• Cutting Losses: Never watch an investment of yours continue to drop with the hope that it will bounce back. Once you’ve lost 15%-20%, it is almost certainly time to cut your loss and sell. According to Warren Buffet and Benjamin Graham, cutting your losses is the most important investing concept.
  • Acting on Impulse – The stock market – and most investors – are driven by impulses and short term market news. Taking 24 hours or more before placing a trade will help to alleviate speculative purchases. Many participants changed their minds from one stock to another in a matter of hours.
  • Beating the Market – Only one of the experiment’s participants managed to beat the market, and he did so by buying a risky stock that fluctuates wildly. Especially for novice investors, index funds are your friend. They will keep pace with the market. Why? Because that’s exactly what they are designed to do!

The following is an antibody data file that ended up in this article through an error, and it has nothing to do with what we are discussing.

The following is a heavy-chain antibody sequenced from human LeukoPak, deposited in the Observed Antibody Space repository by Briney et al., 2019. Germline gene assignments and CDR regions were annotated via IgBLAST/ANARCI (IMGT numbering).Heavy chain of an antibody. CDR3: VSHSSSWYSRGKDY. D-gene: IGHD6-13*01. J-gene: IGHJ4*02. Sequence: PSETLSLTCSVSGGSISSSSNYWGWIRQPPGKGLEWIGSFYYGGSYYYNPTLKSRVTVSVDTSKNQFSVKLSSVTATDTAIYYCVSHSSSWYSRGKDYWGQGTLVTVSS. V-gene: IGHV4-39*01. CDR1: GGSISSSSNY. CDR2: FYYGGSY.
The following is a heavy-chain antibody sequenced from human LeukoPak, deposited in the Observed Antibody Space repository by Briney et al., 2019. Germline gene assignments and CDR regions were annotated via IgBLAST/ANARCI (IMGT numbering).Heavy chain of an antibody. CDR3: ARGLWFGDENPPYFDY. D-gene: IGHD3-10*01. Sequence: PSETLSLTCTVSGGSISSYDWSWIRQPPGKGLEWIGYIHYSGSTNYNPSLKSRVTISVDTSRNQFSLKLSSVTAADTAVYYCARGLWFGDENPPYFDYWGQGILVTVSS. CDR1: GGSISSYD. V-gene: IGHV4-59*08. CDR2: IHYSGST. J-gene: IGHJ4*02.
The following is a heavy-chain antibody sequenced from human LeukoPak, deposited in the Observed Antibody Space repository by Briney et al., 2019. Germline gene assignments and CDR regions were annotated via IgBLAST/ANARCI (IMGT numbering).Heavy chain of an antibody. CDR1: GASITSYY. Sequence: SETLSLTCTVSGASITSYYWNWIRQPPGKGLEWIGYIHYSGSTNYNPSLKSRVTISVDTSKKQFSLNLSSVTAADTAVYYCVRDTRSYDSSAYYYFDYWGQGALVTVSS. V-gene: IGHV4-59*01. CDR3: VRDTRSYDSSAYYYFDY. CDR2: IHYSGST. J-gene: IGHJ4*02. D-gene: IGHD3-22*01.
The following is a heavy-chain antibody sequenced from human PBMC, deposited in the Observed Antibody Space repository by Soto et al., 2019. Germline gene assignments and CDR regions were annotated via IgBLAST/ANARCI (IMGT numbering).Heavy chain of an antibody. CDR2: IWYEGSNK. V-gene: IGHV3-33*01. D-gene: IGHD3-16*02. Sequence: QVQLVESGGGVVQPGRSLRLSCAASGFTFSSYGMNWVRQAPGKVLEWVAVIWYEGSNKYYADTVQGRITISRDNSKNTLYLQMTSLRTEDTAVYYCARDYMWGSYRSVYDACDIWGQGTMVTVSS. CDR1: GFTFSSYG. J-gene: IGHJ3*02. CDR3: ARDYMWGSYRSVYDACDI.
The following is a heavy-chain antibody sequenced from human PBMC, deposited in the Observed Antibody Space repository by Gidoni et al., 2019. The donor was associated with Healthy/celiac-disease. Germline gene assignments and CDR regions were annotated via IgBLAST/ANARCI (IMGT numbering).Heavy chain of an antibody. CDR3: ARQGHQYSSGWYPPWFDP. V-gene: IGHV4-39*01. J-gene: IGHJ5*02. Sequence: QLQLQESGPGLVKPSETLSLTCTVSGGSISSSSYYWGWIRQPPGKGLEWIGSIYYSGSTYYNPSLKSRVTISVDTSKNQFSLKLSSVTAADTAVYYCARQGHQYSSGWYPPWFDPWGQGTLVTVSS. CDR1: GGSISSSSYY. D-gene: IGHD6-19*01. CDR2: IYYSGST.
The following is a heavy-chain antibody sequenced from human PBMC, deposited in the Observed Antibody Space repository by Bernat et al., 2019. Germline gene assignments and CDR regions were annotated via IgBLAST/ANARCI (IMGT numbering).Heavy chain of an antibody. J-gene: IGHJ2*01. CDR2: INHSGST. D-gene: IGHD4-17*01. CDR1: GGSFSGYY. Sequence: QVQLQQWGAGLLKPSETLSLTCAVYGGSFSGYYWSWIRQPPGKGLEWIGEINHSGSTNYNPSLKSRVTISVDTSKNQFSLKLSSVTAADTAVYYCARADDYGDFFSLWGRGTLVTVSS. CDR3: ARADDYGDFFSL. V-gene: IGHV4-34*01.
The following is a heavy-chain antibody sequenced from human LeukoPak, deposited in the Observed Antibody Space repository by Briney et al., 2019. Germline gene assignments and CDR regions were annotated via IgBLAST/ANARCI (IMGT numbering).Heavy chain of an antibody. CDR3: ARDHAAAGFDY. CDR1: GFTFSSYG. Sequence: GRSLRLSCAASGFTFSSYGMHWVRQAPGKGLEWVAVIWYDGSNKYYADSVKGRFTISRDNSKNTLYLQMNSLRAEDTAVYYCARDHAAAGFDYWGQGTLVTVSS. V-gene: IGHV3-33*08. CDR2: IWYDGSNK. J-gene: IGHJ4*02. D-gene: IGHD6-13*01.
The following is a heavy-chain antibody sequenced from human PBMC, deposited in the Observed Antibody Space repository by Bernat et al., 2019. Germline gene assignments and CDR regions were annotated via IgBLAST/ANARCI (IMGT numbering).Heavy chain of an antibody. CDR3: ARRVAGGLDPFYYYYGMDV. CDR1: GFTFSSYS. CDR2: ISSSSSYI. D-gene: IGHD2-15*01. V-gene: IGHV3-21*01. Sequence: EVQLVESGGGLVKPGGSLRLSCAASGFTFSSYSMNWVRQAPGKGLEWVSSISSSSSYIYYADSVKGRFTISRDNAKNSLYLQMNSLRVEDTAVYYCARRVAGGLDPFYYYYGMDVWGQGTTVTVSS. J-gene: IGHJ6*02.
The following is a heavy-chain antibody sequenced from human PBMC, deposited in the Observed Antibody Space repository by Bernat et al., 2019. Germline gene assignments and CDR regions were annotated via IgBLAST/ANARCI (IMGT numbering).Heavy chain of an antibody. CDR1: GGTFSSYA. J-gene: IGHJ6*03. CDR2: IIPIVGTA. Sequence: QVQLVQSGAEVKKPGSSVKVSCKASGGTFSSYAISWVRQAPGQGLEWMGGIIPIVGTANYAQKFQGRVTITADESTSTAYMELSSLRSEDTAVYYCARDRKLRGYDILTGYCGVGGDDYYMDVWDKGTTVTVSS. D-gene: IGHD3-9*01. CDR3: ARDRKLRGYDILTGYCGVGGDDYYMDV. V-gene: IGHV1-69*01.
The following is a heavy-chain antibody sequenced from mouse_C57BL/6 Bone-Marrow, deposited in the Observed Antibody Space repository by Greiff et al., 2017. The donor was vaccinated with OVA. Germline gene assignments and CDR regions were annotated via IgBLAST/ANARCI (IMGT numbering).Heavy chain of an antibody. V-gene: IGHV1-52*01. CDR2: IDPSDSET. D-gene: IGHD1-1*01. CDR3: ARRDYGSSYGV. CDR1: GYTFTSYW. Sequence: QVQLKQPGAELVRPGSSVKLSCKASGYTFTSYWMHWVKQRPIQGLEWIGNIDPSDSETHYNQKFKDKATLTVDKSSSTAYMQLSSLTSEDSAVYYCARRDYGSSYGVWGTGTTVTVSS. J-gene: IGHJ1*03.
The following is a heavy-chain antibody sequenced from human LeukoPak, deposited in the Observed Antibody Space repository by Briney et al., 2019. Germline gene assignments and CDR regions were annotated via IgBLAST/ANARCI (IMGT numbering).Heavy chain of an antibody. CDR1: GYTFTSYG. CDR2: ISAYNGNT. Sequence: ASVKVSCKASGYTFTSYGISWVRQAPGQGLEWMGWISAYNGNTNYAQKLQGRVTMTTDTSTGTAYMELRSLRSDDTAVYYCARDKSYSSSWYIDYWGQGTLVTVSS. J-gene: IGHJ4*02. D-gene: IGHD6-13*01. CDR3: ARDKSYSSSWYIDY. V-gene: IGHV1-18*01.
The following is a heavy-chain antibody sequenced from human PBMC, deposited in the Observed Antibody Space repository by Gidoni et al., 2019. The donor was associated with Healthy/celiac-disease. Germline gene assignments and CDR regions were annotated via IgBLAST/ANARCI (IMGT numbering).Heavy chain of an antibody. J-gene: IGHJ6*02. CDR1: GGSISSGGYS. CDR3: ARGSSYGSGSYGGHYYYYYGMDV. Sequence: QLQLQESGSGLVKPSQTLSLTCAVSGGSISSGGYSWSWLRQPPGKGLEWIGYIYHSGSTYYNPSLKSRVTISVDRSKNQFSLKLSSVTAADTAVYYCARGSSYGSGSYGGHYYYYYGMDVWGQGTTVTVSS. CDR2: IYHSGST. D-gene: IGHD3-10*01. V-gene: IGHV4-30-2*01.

One opportunity that the experiment uncovered was in text trading. Given the convenience of trading through me, a majority of participants opted to text their trades via SMS. I don’t think many major brokerages support this functionality at this time, so text trading may be an unmet need in the investing market.

Investing Experiment Kickoff

On July 1st of this year, ten individuals and I kicked off a very unique investing experiment that will last 12 months. Using $10,000 of real money, I allocated $1,000 to each participant to invest how they saw fit. We’ll see who does best (and ask why) after 12 months pass. Although it costs nothing to participate, to better emulate the outcome of real individual investing, profits will be shared with the participants. I will foot the bill for all commissions. On the first of each month, I share a monthly update to all participants showing exactly how their investments are performing.

After less than two months have passed, I’ve observed the following:

  • Participants make trade requests using written communication (not verbal), notably via SMS and Email.